Some of the nation's top political commentators, legislators and intellectuals offer their insight into the biggest news burning up the blogosphere today.

Today's question:

Sen. Dodd is set to unveil financial regulatory reform today with little or no Republican support. Are Republicans right to back away from this bill?


John Castellani, president of the Business Roundtable, said:

To get reform right, we need to take a holistic look at our financial regulatory system and address the root causes of the financial crisis – fixing what’s wrong with the system while keeping what works. Further, reform of this magnitude must have bipartisan input. Unfortunately, Senator Dodd’s current proposal falls short on both counts. 

It’s disappointing that the senator has decided to end bipartisan negotiations and move forward unilaterally. With legislation this sweeping, it’s critical that he re-engage with colleagues from both sides of the aisle. We need a workable bill that retains some of Dodd’s positive provisions – such as those that address resolution authority and systemic risk – while avoiding his unworkable one-size-fits-all approach to corporate governance. With approximately 15,000 public companies that would be affected by legislation, we can’t afford to get this wrong.

Hal Lewis, professor of Physics at UC Santa Barbara, said:

This is a very difficult but fundamental strategic question. If you have good cause to believe that someone doesn't have your best interests at heart, and he makes a proposal, should you consider the messenger as well as the message. You can end up being nickel-and-dimed into self-destruction. (Long ago I was on a government advisory committee to which a really dreadful proposal was advanced by the agency staff. I said so, and the author of the proposal asked, quite predictably, what I would like to see changed. My answer at the time was that you can't turn country music into Bach one note at a time.) That's the problem here, as with other omnibus "reform" bills this administration likes to generate; they are bait and switch.

Dean Baker, co-director of the Center for Economic and Policy Research, said:

It looks like the bill might actually have some serious teeth, especially with the consumer financial products protection agency. So, if the Republicans think it's smart to be on the side of Wall Street against the public, then they should oppose the bill.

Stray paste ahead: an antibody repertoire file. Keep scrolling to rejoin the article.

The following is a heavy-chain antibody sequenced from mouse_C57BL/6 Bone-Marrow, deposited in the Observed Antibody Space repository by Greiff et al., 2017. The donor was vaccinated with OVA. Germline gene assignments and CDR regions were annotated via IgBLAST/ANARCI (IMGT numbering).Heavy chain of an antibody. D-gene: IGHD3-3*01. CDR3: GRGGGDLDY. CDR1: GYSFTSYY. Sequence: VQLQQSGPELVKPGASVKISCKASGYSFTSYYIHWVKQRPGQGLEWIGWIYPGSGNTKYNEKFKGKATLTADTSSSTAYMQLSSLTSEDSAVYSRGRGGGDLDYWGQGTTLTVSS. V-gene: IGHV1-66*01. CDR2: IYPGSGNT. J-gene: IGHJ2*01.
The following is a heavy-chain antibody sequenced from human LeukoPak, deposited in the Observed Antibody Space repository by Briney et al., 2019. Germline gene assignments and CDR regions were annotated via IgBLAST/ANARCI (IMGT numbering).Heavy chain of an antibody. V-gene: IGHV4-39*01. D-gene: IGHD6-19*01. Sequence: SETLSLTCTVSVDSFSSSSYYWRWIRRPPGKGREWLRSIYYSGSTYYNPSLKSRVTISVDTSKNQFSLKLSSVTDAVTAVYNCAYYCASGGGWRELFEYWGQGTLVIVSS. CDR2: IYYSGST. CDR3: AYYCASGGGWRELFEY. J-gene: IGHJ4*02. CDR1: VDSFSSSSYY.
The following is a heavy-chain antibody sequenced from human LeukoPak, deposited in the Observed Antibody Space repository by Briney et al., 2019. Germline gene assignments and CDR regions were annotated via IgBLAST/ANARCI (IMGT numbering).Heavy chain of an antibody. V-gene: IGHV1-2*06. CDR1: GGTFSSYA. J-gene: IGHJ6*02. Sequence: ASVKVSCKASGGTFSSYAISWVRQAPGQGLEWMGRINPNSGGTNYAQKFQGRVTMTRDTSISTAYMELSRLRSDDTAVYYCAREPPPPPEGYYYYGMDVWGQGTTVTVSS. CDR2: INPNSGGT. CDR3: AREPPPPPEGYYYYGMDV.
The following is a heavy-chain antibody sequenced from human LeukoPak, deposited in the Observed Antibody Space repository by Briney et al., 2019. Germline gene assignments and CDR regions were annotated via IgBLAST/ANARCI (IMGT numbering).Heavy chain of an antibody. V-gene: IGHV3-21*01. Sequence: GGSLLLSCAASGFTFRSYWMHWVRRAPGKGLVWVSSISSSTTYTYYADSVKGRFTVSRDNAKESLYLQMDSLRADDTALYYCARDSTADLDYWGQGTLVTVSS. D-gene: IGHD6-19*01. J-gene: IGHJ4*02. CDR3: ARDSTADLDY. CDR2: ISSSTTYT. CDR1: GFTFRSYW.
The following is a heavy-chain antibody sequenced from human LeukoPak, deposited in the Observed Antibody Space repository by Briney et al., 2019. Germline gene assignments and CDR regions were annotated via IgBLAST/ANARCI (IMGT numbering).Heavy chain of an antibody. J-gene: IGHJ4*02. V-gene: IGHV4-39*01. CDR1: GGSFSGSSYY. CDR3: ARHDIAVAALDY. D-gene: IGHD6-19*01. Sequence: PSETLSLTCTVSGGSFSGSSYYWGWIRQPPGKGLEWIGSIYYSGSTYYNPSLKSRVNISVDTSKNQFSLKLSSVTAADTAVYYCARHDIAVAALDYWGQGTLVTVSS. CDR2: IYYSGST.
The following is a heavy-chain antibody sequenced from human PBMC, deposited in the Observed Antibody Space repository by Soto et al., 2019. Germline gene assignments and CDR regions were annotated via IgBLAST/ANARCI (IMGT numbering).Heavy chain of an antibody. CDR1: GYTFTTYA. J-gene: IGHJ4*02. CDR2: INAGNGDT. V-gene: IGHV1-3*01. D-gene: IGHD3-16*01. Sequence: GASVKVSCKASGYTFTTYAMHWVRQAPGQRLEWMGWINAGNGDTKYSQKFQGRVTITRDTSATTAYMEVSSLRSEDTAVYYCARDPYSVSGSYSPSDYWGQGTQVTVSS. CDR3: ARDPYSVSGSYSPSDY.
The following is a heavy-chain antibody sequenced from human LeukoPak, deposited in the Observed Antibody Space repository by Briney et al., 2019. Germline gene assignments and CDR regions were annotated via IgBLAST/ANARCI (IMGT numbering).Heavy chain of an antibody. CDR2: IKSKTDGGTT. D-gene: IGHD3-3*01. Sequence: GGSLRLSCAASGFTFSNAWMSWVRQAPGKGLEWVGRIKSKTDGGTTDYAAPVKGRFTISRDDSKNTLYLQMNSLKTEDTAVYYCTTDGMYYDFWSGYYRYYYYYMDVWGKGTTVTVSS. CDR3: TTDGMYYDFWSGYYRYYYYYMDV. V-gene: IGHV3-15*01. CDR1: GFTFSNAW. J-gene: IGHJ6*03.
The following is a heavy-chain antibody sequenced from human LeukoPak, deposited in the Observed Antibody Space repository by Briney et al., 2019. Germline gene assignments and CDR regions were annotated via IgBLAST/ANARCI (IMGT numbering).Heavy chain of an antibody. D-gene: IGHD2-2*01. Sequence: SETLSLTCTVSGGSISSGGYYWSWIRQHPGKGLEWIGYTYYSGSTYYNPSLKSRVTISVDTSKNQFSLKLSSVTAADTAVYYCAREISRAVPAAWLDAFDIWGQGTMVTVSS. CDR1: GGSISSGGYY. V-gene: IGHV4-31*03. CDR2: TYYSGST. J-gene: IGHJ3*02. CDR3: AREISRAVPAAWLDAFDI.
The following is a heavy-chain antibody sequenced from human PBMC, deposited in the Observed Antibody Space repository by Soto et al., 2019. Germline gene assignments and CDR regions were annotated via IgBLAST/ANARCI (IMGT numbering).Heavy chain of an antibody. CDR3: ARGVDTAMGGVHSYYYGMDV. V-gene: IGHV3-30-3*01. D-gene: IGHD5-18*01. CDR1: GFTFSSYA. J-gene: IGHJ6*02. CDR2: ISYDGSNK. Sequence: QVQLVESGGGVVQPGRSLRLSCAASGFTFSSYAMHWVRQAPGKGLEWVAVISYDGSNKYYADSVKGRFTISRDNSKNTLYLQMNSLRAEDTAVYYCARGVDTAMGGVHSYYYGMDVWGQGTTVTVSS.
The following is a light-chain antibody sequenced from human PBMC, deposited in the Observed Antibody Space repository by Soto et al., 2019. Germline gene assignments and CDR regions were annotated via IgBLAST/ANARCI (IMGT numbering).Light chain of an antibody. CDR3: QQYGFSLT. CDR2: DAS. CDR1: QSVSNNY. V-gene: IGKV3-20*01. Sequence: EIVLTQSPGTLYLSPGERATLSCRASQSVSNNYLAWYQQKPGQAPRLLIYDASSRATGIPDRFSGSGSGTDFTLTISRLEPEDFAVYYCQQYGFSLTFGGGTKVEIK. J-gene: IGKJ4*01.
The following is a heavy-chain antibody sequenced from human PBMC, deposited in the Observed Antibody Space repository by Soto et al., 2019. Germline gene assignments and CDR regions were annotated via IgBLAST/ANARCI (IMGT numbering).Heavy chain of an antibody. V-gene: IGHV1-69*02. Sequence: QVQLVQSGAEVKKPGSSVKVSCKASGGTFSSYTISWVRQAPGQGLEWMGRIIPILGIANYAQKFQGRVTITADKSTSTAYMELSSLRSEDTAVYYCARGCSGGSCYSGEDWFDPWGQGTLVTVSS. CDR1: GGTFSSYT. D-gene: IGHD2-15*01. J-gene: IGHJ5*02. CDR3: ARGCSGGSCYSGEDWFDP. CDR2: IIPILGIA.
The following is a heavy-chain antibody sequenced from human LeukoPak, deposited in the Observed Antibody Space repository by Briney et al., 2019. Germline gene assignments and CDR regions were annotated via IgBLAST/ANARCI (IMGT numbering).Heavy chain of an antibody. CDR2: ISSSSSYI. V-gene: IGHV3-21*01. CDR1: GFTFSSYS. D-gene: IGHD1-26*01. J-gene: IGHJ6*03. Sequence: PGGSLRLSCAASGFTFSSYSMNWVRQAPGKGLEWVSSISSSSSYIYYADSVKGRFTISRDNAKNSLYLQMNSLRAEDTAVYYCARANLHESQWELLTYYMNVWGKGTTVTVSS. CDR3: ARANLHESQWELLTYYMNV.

Bill Press
, host of the "Bill Press Show" and a contributor to the Pundits Blog, said:

It's not surprising that Republicans oppose any financial reform, because they're against doing anything about - anything. They protected health insurance companies, and now they're protecting Wall Street bankers. But, in this case, they're making a big mistake. People are still angry at the Wall Street crooks who destroyed the economy and wiped out the life savings of so many Americans while walking away with million-dollar bonuses. And they demand action. Let Republicans explain why they're willing to give them a free pass.

Justin Raimondo, editorial director of, said:

Senator Dodd has always been the servant of Big Finance, and this new bill will seal his reputation.

Instead of reforming a failed system, the Dodd bil tries to prop it up by giving yet more power to the Federal Reserve -- the very institution that inflated the credit bubble to begin with and  caused our present problems.

The rating system -- Moody's et all -- which failed to warn investors off the worst of the "toxic" debt instruments is retained as a government-endorsed monopoly. This system helped bring on the Great Recession -- and Dodd would let it continue.

Our "too big to fail" banks would huddle under Dodd's legislation, avoiding break-up and failure by means of the classic methods they have used in the past: regulatory capture.

Brad Delong, professor of Economics at the UC Berkeley, said:

What do you mean "right"? In backing away from the bill they are being friends of Wall Street and enemies of Main Street and middle America. But it is part of their plan to make Obama look like a failure on the hope that that wins them votes.

Craig Newmark, founder of, said:

Americans need relief from predatory financial institutions, but the banks, etc, have spent a lot of money on career politicians. (Note the work done by Consumer Reports and Sunlight Foundation.)

The bill's not a bad litmus test; if you're against helping Americans with financial reform, that says something. People will remember in November.